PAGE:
Will Rosie Batty's victory make Australia finally take domestic violence seriously?


Jenna Price

Rosie Batty was named Australian of the Year on Sunday night.

Rosie Batty was named Australian of the Year on Sunday night. Photo: Canberra Times

The biggest challenge to Rosie Batty's battle to highlight the crisis of domestic violence in Australia?

It's Australians.

Rosie Batty, whose son was murdered by his father in 2014, was honoured as Australian of the Year yesterday.

Rosie Batty Australian of the Year. Click for more photos

Rosie Batty's journey

Rosie Batty's journey Photo: Jay Cronan

She's neither a celebrity nor a doctor but she is trying – desperately – to cure Australia of the epidemic of violence against women.


Leading researchers into domestic violence say the award could make a difference to the tone of the national conversation but Australian attitudes stand in the way.

We are victim-blamers. We are disbelievers. We can't understand why women stay. We think some women deserve it.

Disbelieving? Read the research from the National Community Attitudes Survey on Violence against Women (NCAS) released last year which revealed that attitudes about violence against women are still wrong.

That's in a country where nearly 40 per cent of women have experienced some sort of physical or sexual abuse and nearly half of women over the age of 15 have experienced sexual harassment of one kind or another.

Blaming the victim? Around half the respondents said that a woman coud leave an abusive relationship if they wanted to. Nearly 80 per cent said it was hard to understand why women stayed. More than one in six Australians said that domestic violence was a private matter and one in eleven said it was a woman's duty to stay in a violent relationship to keep the family together.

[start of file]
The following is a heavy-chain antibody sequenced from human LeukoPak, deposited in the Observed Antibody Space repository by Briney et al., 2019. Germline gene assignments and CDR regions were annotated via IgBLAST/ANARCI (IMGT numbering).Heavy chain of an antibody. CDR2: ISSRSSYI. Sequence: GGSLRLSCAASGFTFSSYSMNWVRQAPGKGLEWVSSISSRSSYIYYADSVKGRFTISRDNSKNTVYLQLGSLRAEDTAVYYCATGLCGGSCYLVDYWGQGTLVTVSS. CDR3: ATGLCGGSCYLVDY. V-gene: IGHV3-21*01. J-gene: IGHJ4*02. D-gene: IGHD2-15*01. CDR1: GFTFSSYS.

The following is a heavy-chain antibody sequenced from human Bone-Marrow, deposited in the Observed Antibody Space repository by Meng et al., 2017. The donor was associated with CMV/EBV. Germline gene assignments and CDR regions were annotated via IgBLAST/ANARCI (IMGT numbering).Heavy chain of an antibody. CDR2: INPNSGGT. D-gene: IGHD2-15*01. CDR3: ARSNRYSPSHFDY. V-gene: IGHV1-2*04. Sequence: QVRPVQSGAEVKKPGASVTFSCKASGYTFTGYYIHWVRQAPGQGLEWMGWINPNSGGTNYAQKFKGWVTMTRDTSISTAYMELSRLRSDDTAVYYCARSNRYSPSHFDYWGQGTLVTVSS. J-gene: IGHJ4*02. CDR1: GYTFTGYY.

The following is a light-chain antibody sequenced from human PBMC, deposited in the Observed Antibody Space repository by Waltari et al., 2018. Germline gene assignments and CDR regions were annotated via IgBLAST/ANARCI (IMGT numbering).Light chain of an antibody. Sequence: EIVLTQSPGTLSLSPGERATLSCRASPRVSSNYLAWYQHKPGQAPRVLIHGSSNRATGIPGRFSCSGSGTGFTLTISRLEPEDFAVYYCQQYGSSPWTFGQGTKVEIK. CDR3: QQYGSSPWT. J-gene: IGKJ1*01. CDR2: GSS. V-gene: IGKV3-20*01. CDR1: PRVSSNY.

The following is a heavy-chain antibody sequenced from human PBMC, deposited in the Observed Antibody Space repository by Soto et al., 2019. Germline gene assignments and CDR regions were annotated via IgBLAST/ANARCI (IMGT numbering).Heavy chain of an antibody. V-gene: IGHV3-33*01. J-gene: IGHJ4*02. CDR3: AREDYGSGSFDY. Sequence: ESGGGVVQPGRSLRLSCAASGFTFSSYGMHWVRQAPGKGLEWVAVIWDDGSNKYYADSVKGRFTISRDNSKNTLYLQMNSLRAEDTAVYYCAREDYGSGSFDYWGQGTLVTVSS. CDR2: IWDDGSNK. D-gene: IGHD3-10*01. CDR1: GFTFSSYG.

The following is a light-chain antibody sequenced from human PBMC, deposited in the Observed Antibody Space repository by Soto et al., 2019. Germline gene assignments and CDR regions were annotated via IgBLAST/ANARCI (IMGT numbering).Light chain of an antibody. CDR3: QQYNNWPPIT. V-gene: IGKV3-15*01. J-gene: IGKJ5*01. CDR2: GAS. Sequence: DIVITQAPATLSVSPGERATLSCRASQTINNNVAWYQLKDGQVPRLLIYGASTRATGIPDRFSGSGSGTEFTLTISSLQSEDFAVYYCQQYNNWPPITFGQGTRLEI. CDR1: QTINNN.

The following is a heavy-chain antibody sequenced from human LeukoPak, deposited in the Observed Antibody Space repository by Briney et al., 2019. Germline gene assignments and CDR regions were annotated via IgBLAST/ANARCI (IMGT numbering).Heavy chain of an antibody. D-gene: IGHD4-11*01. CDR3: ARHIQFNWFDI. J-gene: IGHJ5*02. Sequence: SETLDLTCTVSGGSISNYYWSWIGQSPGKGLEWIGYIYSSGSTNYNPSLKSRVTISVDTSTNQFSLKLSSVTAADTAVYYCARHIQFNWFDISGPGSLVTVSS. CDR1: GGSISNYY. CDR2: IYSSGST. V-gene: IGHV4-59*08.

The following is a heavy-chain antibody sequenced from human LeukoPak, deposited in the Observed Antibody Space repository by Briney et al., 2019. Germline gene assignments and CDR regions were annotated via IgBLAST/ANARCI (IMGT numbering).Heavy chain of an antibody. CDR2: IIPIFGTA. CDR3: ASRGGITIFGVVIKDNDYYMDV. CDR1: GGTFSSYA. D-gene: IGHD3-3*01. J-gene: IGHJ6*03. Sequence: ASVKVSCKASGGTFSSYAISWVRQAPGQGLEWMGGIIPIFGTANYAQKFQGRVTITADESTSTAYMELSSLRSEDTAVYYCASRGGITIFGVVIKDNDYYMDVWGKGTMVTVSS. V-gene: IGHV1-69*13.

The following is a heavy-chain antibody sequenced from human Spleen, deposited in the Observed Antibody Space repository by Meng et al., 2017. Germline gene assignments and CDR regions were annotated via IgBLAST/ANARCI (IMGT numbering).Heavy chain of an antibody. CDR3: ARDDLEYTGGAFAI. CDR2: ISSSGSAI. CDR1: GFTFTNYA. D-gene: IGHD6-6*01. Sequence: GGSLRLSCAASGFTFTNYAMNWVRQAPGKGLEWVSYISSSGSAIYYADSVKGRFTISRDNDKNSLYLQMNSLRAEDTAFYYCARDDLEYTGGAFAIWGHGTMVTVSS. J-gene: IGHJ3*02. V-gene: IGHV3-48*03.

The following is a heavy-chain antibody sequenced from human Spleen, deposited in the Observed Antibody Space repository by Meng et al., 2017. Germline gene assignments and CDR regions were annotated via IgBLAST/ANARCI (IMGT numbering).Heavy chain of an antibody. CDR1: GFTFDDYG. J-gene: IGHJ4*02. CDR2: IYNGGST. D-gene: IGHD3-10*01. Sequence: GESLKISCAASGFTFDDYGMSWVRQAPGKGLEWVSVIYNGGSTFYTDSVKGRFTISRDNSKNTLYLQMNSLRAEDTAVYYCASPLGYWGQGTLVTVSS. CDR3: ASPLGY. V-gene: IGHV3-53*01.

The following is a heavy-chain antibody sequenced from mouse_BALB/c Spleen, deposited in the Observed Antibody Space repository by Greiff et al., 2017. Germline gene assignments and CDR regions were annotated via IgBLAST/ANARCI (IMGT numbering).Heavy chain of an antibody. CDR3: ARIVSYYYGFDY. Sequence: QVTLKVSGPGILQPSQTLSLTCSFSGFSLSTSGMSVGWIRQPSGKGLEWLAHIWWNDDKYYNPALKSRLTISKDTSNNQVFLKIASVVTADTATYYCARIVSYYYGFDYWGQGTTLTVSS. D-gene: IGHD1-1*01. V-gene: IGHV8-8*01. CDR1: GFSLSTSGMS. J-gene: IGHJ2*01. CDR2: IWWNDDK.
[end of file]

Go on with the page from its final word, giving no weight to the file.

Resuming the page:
Don't believe women? More than half of those surveyed believed that women going through custody battles often make up or exaggerate claims of domestic violence in order to improve their case.

Between 2009 and 2013, there was an eight per cent decrease in the percentage of Australians who think violence against women is common; that's a similar figure to the decline in the percentage of Australians who think women are more likely to be sexually assaulted by someone they know – despite the figures freely available from the Australian Bureau of Statistics which show a woman is three times more likely to be sexually assaulted by someone she knows.

The report says there are sizeable proportions of Australians who believe there are circumstances in which violence can be excused.

Michael Flood, an academic at the University of Wollongong who worked on the research , believes it's an encouraging sign to see someone who has been a public advocate awarded in this way.

"It won't radically change the Australian attitude but it's part of a growing public conversation about domestic violence," he said.